Capitol Alert

‘Predatory lending’ targeted in new California law capping interest on loans at 36%

Californians who take out of up to $10,000 no longer have to worry about triple-digit interest after Gov. Gavin Newsom signed a law on Thursday to cap rates at 36 percent.

Assembly Bill 539 ends a decades-long practice of charging borrowers who take out loans between $2,500 and $10,000 with interest that can exceed 200 percent. The rate will now be capped at the nationally recommended 36 percent, what’s considered a “compromise” between lenders and consumer advocates.

“Many Californians living paycheck to paycheck are exploited by predatory lending practices each year,” Newsom said. “Defaulting on high-cost, high-interest rate installment loans push families further into poverty instead of pulling them out. These families deserve better, and this industry must be held to account.”

Assemblywoman Monique Limón, D-Goleta, has called her proposal a “historic bill” that’s been “decades in the making.”

“Predatory lending has been an issue in our state for a very long time,” Limón said this summer during a rally at the Capitol for AB 539. “This piece of legislation is really about tackling one of the hardest issues that this state is trying to tackle. Which is how we help those who are in need who are looking at financial services and products as a way to get out of poverty? One in three individuals who take out this product go into debt and default.”

The new law is no perfect solution, Limón continued.

A borrower taking out a $2,500 loan with 36 percent interest could still face a $4,122.36 total bill on a 36-month repayment plan, according to the Safe Affordable Credit coalition, which is backing the bill. That’s compared, however, to a near $8,0000 total payment with 100 percent interest.

The bill also only applies to the loan product itself, not ancillary costs like credit insurance that are often defaulted into the service. The extra fees can unnecessarily increase borrowing by more than a third, according to the Pew Charitable Trust. Because they’re not regulated by the new law, state agencies are expected to continue oversight of these tacked-on products.

“If policymakers want small installment loans to be available and safe for consumers, they should allow finance charges that are high enough to enable efficient lenders to operate profitably and prohibit ancillary products rather than setting lower rates and then permitting lenders to sell ancillary products to boost their bottom lines,” wrote Nick Bourke, director of consumer finance for Pew.

The new law arrives as borrowers increasingly turn to mid-sized installment loans for when they find themselves in a financial crunch and have few other options. Larger loans increased by 9 percent last year to a total of 1.6 million loans and a third fell between $2,500 and $4,999, according to the Department of Business Oversight. More than half of that borrowing carried triple-digit rates in 2018.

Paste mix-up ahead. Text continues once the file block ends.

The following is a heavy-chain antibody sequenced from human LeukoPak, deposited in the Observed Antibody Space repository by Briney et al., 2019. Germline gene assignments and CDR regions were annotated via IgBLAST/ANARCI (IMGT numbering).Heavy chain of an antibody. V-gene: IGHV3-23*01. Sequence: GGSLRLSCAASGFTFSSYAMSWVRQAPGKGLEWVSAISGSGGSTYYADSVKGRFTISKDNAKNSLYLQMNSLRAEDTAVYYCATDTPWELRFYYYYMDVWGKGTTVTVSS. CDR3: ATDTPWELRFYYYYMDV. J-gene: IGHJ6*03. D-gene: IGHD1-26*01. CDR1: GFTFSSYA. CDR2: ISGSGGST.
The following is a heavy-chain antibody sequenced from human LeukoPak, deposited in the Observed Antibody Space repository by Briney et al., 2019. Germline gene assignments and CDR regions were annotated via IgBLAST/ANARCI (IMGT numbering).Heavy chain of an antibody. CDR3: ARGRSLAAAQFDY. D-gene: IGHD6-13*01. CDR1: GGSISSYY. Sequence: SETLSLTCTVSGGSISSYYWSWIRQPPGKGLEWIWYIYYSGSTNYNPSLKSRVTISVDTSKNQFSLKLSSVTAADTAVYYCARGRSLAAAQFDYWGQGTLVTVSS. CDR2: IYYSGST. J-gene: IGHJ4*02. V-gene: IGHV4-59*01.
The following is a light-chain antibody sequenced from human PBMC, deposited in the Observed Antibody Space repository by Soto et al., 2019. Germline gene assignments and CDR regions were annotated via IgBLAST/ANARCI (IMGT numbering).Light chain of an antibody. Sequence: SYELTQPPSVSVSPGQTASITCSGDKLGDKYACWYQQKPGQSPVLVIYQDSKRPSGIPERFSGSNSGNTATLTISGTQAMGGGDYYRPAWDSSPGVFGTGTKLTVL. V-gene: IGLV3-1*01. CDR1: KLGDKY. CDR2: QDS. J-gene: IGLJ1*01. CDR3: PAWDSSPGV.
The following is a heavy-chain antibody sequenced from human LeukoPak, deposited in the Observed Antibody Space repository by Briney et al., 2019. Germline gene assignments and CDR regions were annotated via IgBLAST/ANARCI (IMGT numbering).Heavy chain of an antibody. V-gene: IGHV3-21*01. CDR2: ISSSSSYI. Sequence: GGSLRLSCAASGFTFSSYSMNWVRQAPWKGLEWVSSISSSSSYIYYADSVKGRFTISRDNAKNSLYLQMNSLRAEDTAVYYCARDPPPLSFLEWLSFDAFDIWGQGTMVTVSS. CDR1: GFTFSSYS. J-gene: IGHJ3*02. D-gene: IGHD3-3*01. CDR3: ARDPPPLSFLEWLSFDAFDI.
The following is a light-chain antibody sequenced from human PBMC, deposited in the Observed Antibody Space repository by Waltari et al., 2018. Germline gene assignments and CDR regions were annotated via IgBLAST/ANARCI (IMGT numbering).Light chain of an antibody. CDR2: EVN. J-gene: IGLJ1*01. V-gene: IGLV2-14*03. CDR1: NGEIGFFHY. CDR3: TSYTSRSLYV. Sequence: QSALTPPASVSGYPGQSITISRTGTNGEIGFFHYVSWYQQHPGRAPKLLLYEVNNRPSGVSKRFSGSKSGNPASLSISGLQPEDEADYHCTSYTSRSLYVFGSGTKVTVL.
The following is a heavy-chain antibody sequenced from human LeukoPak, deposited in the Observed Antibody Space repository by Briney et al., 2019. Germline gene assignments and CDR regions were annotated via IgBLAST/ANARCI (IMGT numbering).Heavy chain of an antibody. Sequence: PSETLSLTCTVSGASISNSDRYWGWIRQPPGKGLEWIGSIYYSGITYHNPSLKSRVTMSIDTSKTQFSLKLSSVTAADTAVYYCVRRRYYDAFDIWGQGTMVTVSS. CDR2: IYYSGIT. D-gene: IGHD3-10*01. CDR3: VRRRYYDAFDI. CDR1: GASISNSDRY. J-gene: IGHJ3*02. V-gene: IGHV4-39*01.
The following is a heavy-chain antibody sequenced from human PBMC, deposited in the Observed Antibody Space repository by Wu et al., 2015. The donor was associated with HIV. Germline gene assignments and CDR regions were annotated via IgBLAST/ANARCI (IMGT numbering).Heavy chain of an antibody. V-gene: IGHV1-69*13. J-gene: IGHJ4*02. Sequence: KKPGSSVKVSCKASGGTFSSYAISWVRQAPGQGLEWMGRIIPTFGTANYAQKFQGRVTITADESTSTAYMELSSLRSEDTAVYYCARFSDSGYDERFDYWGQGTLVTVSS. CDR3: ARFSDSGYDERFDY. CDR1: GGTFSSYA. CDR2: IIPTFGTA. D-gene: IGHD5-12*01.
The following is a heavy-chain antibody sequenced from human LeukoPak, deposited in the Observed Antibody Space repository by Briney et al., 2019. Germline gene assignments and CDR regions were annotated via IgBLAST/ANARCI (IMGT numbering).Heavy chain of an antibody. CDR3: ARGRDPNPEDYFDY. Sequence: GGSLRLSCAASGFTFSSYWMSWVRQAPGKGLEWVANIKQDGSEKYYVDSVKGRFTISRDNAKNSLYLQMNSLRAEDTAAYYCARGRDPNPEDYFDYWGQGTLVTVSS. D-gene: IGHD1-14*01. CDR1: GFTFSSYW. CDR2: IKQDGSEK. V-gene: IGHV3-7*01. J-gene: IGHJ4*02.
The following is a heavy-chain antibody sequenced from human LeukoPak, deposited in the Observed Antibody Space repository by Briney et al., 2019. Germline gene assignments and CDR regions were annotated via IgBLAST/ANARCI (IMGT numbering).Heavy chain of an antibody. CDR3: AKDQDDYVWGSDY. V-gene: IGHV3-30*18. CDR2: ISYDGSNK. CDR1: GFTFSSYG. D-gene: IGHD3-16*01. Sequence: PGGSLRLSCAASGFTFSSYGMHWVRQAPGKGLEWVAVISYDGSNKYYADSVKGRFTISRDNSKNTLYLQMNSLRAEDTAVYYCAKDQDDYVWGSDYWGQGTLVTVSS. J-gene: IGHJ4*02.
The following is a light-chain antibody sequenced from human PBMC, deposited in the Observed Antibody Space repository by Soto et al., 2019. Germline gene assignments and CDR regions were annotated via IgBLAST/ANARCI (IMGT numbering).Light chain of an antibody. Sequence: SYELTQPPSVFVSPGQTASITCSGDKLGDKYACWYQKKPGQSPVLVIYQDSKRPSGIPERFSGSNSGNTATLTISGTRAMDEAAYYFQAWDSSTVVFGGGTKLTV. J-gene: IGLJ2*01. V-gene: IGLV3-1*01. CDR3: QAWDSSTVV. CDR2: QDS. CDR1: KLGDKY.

With Newsom’s signature, California became one of the last states to regulate interest rates on these growing loans. The National Consumer Law Center said the number ensures lenders make money off high-risk borrowing, but the rate also offers consumers a “decent chance” at making their payments. Some states cap the interest even lower, while others don’t restrict rates at all.

A handful of Democrats abstained from voting for or against the bill, while some Republicans blasted it as destructive for both consumers and lenders.

“Where are people going to get credit?” said Republican Leader Shannon Grove of Bakersfield. “If you have bad credit, and you haven’t fulfilled your obligations in the past of paying your bills and making sure your credit is good, you can’t just expect a financial institution to take a risk on you when you’re a bad risk in the first place.”

AB 539’s supporters countered that predatory lenders will no longer be able to victimize unwitting borrowers, who are often poorer people of color. Legislators and consumer advocates have shared anecdotes of individuals who took out loans, defaulted and were subsequently left with ruined credit, a repossessed car or a closed bank account.

“Predatory lending is not fulfilling a need. It’s driven by greed,” said Marisabel Torres, the California policy director for the advocacy group Center for Responsible Lending. “That’s not right, that’s not fair and that’s not how California should be positioning itself. Yes, people do need credit, but this is not credit. It’s debt.”

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Hannah Wiley joined The Bee as a legislative reporter in 2019. She produces the morning newsletter for Capitol Alert and previously reported on immigration, education and criminal justice. She’s a Chicago-area native and a graduate of Saint Louis University and Northwestern.
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